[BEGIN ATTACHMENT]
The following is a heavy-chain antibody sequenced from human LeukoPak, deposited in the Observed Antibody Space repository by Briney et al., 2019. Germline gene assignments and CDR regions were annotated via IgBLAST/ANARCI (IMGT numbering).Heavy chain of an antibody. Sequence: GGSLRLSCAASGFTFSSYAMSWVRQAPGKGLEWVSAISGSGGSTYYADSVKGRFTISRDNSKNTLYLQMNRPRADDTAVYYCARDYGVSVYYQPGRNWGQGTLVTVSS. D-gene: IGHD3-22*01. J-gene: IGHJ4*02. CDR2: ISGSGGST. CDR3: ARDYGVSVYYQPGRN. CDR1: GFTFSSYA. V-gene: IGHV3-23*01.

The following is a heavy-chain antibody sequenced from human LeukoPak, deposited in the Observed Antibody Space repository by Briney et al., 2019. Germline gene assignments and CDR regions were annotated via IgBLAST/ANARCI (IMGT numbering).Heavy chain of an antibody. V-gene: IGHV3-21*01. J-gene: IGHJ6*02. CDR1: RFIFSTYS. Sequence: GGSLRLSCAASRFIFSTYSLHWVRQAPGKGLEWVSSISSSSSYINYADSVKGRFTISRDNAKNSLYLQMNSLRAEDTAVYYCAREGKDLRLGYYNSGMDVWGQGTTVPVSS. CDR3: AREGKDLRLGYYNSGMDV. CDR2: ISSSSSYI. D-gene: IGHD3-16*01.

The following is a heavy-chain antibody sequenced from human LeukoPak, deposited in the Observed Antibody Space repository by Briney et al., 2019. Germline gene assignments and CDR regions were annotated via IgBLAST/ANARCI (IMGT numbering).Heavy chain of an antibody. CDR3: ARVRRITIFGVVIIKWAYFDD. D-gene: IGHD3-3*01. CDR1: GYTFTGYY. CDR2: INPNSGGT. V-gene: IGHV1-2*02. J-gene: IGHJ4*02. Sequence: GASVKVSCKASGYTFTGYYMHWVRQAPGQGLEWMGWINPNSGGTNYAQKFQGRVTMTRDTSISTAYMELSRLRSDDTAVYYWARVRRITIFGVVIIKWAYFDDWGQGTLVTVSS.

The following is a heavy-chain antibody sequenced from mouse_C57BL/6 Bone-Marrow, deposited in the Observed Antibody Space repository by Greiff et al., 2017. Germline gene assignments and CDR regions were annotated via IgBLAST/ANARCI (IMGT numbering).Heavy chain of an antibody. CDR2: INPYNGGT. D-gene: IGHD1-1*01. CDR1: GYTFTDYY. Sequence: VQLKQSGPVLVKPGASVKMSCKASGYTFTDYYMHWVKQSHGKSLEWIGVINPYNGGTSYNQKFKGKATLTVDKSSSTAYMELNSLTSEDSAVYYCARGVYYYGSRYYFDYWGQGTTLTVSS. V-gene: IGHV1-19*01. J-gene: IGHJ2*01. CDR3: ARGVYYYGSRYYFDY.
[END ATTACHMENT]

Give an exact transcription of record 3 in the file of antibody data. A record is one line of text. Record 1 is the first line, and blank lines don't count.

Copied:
The following is a heavy-chain antibody sequenced from human LeukoPak, deposited in the Observed Antibody Space repository by Briney et al., 2019. Germline gene assignments and CDR regions were annotated via IgBLAST/ANARCI (IMGT numbering).Heavy chain of an antibody. CDR3: ARVRRITIFGVVIIKWAYFDD. D-gene: IGHD3-3*01. CDR1: GYTFTGYY. CDR2: INPNSGGT. V-gene: IGHV1-2*02. J-gene: IGHJ4*02. Sequence: GASVKVSCKASGYTFTGYYMHWVRQAPGQGLEWMGWINPNSGGTNYAQKFQGRVTMTRDTSISTAYMELSRLRSDDTAVYYWARVRRITIFGVVIIKWAYFDDWGQGTLVTVSS.